A coal mine in South Kalimantan, Indonesia
Today, dubbed as “Nature Day” at COP26 in Glasgow, did not score remotely as much press buzz nearly as the previous day’s focus on climate finance, but it did result in measures for which advocates of bolder climate action have long clamored.
This morning, a coalition of nations and financial institutions have pledged to phase out coal power.
The newly issued transition statement on coal risks generating more criticism over how the ongoing COP26 talks are proceeding and what the climate talks' lasting impact will be. Countries currently reliant on coal to power their grids say they will turn away from unabated coal power generation (that is, any burning of coal at a plant that isn’t mitigated with any technology such as carbon capture) in the 2030s, and for smaller nations, that shift will occur during the 2040s. That's a timeline that will come across as too slow to those who believe climate catastrophe will occur sooner rather than later.
What this pledge does promise, however, is to end any issuance of new permits as well as a stop to the construction of new coal-fired power plants. The door is still open to such power generation plants incorporating carbon capture or a similar technology – an approach critics say is still largely unproven and could even have its own harmful effects. Nevertheless, carbon capture has its share of enthusiastic supporters. At the same time, research is out there that has concluded the technology is overall ineffective, with reasons including the reality that it often requires large amounts of energy. The discussion is far from over; carbon capture could very well become part of this transition away from coal due to the COP26 talks.
Countries signed onto this pledge include several large consumers of coal, such as South Korea, Indonesia, Vietnam, Poland and Ukraine. But India, while announcing it will transition to net-zero by 2070, is not on the list: In fact, the country’s government has insisted that it is keen on expanding coal mining in the name of energy security. While China, the world’s top coal miner and consumer, would not commit to any phaseout of coal, its government did join Japan and Korea in a promise to cease any overseas financing of coal project by the end of this year.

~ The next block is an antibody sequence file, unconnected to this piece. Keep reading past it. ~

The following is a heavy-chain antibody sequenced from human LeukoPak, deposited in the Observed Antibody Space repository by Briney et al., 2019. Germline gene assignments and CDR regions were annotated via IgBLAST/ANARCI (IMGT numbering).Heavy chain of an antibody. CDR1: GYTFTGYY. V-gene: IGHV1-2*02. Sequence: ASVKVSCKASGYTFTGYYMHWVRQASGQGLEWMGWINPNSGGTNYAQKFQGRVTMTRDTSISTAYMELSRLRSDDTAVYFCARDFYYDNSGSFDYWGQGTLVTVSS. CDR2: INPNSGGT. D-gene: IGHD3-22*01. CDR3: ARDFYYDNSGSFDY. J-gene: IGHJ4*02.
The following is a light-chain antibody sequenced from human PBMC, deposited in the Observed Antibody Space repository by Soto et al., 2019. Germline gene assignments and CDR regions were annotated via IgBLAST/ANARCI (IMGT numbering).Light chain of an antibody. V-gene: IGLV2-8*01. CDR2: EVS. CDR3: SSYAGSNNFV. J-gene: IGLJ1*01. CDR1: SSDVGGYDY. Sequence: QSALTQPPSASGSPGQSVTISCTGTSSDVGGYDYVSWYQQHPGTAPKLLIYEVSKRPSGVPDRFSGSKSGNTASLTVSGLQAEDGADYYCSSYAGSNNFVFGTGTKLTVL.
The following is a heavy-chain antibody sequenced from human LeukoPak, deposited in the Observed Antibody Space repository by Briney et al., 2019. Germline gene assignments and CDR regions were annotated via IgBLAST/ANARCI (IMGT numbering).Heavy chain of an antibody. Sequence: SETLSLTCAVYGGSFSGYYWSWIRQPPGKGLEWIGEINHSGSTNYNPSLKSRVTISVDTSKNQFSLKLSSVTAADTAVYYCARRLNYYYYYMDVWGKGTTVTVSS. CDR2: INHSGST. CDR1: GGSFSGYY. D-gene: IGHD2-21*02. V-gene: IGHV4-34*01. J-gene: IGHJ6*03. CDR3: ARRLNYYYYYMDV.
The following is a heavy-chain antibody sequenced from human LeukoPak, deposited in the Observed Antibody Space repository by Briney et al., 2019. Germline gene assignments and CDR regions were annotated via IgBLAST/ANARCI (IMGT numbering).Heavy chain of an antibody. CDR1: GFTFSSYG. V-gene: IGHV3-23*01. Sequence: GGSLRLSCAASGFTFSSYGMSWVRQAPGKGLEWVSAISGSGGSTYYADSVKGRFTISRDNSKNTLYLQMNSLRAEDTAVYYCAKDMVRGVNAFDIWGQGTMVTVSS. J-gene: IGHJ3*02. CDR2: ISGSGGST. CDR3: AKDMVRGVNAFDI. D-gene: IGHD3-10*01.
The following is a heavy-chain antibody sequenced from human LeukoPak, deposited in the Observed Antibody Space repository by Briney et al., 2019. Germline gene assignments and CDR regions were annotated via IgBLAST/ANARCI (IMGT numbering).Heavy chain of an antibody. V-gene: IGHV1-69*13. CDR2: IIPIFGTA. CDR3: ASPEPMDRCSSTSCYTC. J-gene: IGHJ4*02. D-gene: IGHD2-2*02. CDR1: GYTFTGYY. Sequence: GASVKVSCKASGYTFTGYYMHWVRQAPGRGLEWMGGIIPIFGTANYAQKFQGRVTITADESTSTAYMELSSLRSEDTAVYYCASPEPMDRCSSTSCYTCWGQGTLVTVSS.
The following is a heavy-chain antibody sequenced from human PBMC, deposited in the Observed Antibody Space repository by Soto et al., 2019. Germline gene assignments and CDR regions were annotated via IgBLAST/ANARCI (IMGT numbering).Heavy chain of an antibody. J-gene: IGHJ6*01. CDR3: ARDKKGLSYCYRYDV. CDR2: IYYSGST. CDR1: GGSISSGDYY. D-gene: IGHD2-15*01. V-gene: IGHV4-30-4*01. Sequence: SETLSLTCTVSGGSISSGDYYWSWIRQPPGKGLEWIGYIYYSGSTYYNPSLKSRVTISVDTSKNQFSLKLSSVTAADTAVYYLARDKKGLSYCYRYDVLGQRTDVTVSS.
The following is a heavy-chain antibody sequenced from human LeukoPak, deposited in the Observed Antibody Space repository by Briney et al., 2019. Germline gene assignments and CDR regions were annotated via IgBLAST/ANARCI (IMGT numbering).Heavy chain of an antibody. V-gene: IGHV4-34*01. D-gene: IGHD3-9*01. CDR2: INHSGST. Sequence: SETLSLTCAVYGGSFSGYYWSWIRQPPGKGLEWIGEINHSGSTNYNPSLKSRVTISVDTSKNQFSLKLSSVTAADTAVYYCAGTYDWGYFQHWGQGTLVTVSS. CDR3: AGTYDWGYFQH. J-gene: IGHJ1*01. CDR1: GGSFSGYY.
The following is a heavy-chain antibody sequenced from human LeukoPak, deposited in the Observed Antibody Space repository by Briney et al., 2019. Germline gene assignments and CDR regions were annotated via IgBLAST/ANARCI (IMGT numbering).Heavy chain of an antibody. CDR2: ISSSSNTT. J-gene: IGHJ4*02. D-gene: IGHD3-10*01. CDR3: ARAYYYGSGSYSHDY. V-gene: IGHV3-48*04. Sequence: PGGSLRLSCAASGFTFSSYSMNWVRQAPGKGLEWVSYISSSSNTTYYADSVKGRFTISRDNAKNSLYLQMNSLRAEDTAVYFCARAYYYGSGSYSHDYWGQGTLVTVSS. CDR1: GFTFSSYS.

The U.K. government says this pledge has over 190 signatories, among them the financial giants HSBC, Lloyd’s Banking and the U.K.’s NatWest – in total, all of the financial companies that have aligned with this commitment hold more than $17 trillion in assets.
One sticking point that has complicated global climate change talks over the years is the gap in expectations between wealthier nations and lower-income countries (note the World Bank’s classifications of what makes a high income country, low-income country and those in between). Developing countries have long pointed out that wealthier nations like the U.S. and U.K. have long benefited from industrialization; countries siding with emerging economic giants like India and China argue that they simply want to follow a simple path toward creating wealth.
Therein lies the prickly question: Who pays for any meaningful climate action? Who funds the decommissioning of polluting coal plants and new utility-scale clean power projects?
One answer at Glasgow is the U.K.’s COP26 Energy Transition Council (ETC), which seeks to assist any country that is dependent on coal but faces financial and logistical challenges in undergoing a clean energy transition. To date, the ETC says it has the backing of 20 countries and 15 organizations that together can help deploy and pay for such as shift. This coalition has pledged assistance with such priorities as planning for utility-scale renewables, the development of micro-grids where needed and the rollout of energy efficient technologies.
So far, the prospects of COP26 having any notable success are slim. U.S. climate envoy John Kerry didn’t help expectations with his befogging assessment he made earlier this week, saying that COP26 had already “achieved success” yet “time is running short.”
The International Energy Agency (IEA) has come out with a far more realistic outlook. Even considering today’s news over coal, the IEA’s executive director, Fatih Birol, said that this week’s climate pledges could result in limiting global warming to 1.8°C mid-century. That’s hardly encouraging when considering the fact that the mantra for years after the Paris Accords was to limit any such change to 1.5°C.
With the UN’s own special advisor on climate action saying the most realistic path is a 2.7°C increase, it’s clear these new coal commitments need much more bite than bark.
Image credit: Dominik Vanyi via Unsplash
Leon Kaye has written for 3p since 2010 and become executive editor in 2018. His previous work includes writing for the Guardian as well as other online and print publications. In addition, he's worked in sales executive roles within technology and financial research companies, as well as for a public relations firm, for which he consulted with one of the globe’s leading sustainability initiatives. Currently living in Central California, he’s traveled to 70-plus countries and has lived and worked in South Korea, the United Arab Emirates and Uruguay.
Leon’s an alum of Fresno State, the University of Maryland, Baltimore County and the University of Southern California's Marshall Business School. He enjoys traveling abroad as well as exploring California’s Central Coast and the Sierra Nevadas.